"To the modern Rational mind, the universe is a gigantic fact, reducible to an infinity of constituent facts. To the medieval mind it was a gigantic symbol; in which phenomena in all their diversity were but reflections of the will of God. Indifferent, or downright hostile to matters of fact, the medieval mind was interested only in the principle behind the fact. To the modern mind, only facts count and principles take care of themselves. The scientist distrusts or even denies the reality of inner experience.... He relies upon the evidence of his senses. If he can measure it, it is 'real'. The medievalist called the world of sense an illusion; only inner experience was real. He may have believed the world was flat but he understood the universe to be a hierarchy of values, because that was his experience. Our modern thinkers may know the earth is round, but they think value is `subjective`, a mere invention of man (perhaps because their own inner experience is so poverty-stricken and disordered they cannot trust it). The medieval mind ignored the facts of the physical world, and so produced a society that was all cathedrals and no sanitation. The modern mind ignores the value of the spiritual world and so has produced a society that is all sanitation and no cathedrals. Rationalists rejoice and call this progress. But the increasingly fraught psychological state of our sanitary society suggests that in the end cathedrals may prove to be the necessity, sanitation the luxury.”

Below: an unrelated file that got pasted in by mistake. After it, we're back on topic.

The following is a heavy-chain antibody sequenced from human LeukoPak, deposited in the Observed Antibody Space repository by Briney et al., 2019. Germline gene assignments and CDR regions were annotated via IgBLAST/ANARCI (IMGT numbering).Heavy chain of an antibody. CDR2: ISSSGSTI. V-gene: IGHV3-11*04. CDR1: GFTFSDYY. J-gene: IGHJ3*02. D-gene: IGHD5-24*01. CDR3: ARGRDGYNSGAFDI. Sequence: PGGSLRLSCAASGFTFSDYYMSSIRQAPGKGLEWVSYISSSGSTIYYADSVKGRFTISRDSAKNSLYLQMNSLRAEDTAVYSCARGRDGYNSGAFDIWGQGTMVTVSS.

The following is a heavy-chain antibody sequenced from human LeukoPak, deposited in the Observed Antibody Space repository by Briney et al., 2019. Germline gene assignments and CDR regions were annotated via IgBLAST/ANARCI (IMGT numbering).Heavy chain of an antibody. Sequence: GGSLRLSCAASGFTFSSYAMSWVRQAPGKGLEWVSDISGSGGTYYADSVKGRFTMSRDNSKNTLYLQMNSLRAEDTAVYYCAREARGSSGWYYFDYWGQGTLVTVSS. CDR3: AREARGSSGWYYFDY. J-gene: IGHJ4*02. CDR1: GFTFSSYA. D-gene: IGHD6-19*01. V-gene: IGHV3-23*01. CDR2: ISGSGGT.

John Anthony West. 1973. The Case for Astrology. Pelican Books, Harmondsworth, Middlesex, England. 310 pp.